Distributed data caches speed cloud applications

A new layer of storage, the distributed data cache, may l help make data more accessible and make cloud computing a more appealing option for computation and analysis. Hear why in this podcast.

In this podcast, founder and CEO of ScaleOut Software William Bain discusses distributed data caches and how they can be used with data stored on the cloud. Visit the SearchSOA Podcast Library for more expert commentary.

Early usage of the cloud has been primarily dominated by storage, said William Bain, founder and CEO of ScaleOut Software, Inc. Accessing data stored on the cloud, though, presents challenges. "What users primarily need is a very simple, easy to use software architecture that lets them access their data quickly," said Bain. Bain believes a new layer of storage, the distributed data cache, will help make data more accessible and make cloud computing a more appealing option for computation and analysis.

A distributed data cache, also called a distributed data grid, is a storage layer that sits between a database server and the in-memory of an application. Bain believes that it can speed application performance. "[Distributed data caches] host data so that it can be accessed very quickly, much more quickly than if it were kept just in the database server," said Bain.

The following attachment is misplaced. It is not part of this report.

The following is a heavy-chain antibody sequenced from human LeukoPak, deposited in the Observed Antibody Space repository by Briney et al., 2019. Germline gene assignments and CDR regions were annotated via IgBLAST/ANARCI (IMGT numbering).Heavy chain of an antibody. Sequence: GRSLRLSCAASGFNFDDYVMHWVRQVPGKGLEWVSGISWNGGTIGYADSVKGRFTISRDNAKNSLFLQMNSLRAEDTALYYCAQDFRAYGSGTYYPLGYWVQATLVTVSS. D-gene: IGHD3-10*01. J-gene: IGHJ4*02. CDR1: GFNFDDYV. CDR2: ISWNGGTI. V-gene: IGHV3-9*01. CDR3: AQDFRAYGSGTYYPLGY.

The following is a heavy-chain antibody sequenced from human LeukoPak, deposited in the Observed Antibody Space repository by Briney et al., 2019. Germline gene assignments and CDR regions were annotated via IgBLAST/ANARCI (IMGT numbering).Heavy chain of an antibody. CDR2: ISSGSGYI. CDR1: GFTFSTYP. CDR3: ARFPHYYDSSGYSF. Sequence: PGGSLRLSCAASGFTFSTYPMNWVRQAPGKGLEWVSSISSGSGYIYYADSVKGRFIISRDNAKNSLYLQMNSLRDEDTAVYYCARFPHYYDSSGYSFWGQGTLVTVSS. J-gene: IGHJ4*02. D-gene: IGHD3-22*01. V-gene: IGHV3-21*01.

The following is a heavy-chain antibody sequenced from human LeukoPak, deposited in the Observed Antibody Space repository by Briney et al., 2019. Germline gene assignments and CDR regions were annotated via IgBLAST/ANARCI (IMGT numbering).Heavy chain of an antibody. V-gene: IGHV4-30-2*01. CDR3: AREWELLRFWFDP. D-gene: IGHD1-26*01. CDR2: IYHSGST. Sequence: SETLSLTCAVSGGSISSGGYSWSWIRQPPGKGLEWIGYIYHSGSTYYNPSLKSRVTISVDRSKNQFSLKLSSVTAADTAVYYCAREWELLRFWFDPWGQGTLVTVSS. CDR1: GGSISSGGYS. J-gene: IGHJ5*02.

Bain sees several use cases for data analysis using distributed data grids on the cloud. He says that MapReduce, a method of analysis that divides a computation among several servers and then combines the results, can be more easily deployed through the use of distributed data grids. Bain also cites the financial services industry as a good place to use distributed data caches. The ability to run analysis across a large set of servers will help stock analysts make decisions and apply strategies more quickly, suggested Bain.

While the primary use of distributed data caches is to store fast changing data that is accessed by multiple servers, Bain believes that the duties of distributed data caches will grow over time. "At some point in the future, distributed data grids and database servers will probably merge," said Bain. For the next several years, though, Bain believes that distributed data grids will continue to provide a platform for performing parallel data analysis.

This was first published in January 2010

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